Ayo Dosunmu wasn’t the only Illinois freshman who drew widespread raves last season. Lefty big man Giorgi Bezhanishvili has as much to do with the excitement surrounding the program as anyone.
The 6-9 Georgian — think Eurasia, not peaches — used a deft scoring touch and boundless charisma to wrap both arms around Illini fans in a delightful bear hug.
And here’s his message to them about the 2020 NCAA Tournament, which, if his team gets there, would mark the end of a demoralizing six-year drought.
“It’s not a question that we’ll get there,” he said. “In my mind, it’s 1,000%. We’re working so hard. We’ve got everybody coming back. I’m telling you, it’s not even a question.”
Bezhanishvili’s impact in games waxed and waned last season, but his “on” moments had to tantalize even those in Illini Nation who have taken a turn for the cynical. There was an early 22-point outing against Notre Dame and a gritty 20-point effort in the team’s first Big Ten win, against Minnesota. He kicked it up a few notches by dropping 35 in a victory over Rutgers and dominated with 26 in a Big Ten tournament win against Northwestern.
Dosunmu isn’t shy about forecasting a leap forward that culminates in a bid on Selection Sunday.
“We haven’t been there in six years,” he said, “so when we get there, we’re going to try to win it all. Lights-out — let’s play basketball.”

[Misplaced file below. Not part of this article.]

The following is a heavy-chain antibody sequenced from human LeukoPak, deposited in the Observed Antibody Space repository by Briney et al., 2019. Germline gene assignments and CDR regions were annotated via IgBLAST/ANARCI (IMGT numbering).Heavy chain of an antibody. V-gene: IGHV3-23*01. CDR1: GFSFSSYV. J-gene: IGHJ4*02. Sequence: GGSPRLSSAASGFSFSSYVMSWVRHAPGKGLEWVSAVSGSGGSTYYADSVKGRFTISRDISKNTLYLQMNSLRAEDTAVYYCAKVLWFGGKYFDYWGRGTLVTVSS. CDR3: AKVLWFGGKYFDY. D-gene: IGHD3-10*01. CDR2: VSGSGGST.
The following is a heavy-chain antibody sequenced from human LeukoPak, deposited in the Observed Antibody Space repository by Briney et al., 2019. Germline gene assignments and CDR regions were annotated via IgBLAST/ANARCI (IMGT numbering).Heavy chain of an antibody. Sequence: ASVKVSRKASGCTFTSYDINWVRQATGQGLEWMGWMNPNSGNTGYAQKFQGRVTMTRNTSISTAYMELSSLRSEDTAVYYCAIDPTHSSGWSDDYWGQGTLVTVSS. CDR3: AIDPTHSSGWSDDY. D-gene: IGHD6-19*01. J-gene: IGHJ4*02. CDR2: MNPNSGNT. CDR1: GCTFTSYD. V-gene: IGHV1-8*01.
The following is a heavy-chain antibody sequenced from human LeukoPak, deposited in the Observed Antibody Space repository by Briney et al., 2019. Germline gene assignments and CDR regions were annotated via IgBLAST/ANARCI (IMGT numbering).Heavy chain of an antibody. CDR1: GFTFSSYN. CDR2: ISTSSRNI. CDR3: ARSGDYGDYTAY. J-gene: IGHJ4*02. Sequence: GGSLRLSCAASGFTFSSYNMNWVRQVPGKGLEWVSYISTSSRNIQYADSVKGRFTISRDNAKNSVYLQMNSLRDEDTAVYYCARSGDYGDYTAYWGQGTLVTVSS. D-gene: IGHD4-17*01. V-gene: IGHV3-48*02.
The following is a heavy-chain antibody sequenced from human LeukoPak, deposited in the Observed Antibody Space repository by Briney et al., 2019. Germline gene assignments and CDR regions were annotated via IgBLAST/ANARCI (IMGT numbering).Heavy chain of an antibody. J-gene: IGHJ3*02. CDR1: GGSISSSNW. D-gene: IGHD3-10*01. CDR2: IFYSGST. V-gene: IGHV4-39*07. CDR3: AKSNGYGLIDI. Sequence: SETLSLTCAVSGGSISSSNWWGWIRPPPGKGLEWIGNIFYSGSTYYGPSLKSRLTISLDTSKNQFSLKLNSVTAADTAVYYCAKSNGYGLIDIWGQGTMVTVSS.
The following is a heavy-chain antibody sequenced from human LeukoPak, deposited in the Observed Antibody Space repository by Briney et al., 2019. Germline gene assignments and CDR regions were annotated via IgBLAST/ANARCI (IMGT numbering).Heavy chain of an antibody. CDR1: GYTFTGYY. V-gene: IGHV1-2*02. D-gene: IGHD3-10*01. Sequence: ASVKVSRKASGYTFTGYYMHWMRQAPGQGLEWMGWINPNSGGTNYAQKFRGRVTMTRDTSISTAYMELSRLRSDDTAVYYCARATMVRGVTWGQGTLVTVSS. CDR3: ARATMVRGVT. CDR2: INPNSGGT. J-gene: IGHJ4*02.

But Bezhanishvili, an offseason fixture at the Ubben practice facility in Champaign, is straight-up guaranteeing it. About the pressure to deliver that invites onto his own head? Please. This guy has seen a thing or two in his life.
“I don’t believe in pressure,” he said. “Pressure is, like, when you don’t have food on the table at home, when you’re trying to find the next meal, can’t sleep. Here, make the tournament or not? That’s not pressure. We’re just here working our ass off every day to be the best we can be. I’m not worried about anything. We know huge things are possible.”
Third-year coach Brad Underwood doesn’t cringe when told of his players’ comments. To the contrary, he puffs out his chest.
“It’s good,” he said. “Absolutely. Not just them saying it, but Illinois basketball needs an expectation of success, and they’re providing that. That’s why we all do this. If those two guys aren’t going to say it, who is? We should be a team that’s feared.”